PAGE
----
Mason and Dixon Survey Terminal Point
Located at what is now known as Brown’s Hill in Mason-Dixon Park is the terminal point for the Mason and Dixon Line. The park near Worley, WV is about a 30-minute drive from Morgantown, WV on the West Virginia-Pennsylvania line. It consists of about 295 acres of fields, forest, trails, playgrounds and a small museum dedicated to the Mason-Dixon Line. This park was listed on the National Register of Historic Places in 1973.
Backstory and Context
The survey, led by Charles Mason and Jeremiah Dixon, was commissioned by William Penn to plot the boundary of the land grant he was given by King Charles I and was started in 1763. William Penn’s grant was to include lands delimited by the 40th and 43rd parallels and extending to five degrees West of the Delaware River. Mason and Dixon reached the end of their survey in 1767, though they were some 23 miles short of their goal to reach five degrees West of the Delaware. The Six Nations Chief, who was their guide, refused to go any further than the Catawba War Path, which runs through the current day park, for fear of altercations with hostile Delaware and Shawnee Indians. Mason and Dixon quickly placed a wooden marker on top of a conical mound to mark the terminal point, but it has since eroded.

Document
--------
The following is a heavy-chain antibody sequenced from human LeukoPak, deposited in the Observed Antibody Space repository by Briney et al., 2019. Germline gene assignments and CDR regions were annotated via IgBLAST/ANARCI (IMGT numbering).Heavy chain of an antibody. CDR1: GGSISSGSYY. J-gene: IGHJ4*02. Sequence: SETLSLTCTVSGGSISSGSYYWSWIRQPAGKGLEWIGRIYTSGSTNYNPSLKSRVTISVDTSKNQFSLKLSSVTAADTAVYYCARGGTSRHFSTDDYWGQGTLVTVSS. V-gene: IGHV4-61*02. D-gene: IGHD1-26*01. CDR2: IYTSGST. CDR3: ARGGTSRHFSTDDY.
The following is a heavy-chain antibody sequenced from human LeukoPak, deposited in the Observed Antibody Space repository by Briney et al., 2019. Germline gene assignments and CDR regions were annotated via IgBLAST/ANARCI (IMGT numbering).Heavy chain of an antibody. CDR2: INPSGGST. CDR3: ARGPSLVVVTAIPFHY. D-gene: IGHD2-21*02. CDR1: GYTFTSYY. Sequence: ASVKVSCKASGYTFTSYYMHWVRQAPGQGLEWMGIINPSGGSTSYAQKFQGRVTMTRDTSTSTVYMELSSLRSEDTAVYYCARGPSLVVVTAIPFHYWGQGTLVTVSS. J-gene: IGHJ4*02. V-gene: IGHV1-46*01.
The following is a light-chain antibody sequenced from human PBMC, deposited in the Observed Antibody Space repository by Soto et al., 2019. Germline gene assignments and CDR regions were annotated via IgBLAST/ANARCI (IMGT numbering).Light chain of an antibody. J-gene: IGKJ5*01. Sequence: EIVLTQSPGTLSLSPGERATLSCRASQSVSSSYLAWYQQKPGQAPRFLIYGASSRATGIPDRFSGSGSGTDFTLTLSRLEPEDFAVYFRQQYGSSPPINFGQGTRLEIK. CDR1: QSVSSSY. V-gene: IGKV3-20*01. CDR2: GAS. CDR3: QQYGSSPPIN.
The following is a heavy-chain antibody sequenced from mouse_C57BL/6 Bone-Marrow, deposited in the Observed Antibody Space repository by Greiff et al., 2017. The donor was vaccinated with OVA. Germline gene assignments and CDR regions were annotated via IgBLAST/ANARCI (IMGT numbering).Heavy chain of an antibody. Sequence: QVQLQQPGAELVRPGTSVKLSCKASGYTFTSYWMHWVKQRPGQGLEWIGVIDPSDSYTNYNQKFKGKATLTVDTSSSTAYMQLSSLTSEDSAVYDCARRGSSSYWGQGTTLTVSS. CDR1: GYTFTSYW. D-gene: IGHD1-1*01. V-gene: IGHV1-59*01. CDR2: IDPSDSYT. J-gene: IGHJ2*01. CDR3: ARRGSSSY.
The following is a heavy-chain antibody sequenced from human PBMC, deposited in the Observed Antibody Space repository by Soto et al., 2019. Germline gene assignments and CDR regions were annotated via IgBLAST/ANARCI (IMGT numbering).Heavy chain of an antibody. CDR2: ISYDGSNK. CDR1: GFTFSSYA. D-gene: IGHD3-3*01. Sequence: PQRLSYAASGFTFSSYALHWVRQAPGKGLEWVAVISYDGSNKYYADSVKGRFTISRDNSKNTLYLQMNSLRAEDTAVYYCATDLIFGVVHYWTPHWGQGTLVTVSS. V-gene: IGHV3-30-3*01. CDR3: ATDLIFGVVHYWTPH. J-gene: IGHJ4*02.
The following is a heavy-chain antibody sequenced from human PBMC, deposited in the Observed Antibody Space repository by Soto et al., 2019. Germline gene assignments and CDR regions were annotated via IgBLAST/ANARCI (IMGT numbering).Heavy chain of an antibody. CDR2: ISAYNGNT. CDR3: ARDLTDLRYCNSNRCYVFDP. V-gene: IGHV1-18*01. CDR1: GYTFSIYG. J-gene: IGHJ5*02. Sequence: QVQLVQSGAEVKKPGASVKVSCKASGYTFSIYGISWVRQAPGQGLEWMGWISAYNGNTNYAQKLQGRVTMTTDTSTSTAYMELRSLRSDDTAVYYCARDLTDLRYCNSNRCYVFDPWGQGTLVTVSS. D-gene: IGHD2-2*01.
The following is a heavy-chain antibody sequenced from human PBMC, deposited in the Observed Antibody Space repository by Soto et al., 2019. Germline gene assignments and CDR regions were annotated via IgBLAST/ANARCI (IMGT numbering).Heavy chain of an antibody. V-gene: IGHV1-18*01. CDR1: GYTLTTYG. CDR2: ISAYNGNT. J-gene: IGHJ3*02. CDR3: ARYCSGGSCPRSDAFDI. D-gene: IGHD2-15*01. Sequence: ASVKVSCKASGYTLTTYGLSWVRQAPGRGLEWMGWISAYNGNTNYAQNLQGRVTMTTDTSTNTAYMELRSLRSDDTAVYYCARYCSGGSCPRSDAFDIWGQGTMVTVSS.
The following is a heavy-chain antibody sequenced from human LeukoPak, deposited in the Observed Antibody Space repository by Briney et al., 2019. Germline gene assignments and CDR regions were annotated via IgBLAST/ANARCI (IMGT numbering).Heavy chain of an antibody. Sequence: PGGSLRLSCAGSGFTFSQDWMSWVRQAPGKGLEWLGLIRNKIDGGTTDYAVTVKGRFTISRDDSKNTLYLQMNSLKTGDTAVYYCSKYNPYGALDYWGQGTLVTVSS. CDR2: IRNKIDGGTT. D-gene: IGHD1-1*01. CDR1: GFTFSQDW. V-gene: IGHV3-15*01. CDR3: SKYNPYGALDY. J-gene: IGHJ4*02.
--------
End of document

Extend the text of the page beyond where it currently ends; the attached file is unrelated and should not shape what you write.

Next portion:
The terminal point that was surveyed by Mason and Dixon was re-located in the 1880s when the current stone marker was installed. Today, at the Park, you can visit the Catawba War Path, Shanks Mill, a Prehistoric Monongahela Village as well as the Terminal Point of Mason and Dixon's survey.
National Register of Historic Places, Mason and Dixon Survey Terminal Point, 2.25 NE of Pentress, Monongalia County, West Virginia, National Register #73001922. Retrieved from http://www.wvculture.org/shpo/nr/pdf/monongalia/73001922.pdf
Hubbard, Bill, Jr. (2009). American Boundaries: the Nation, the States, the Rectangular Survey. University of Chicago Press. pp. 20–29. ISBN 978-0-226-35591-7.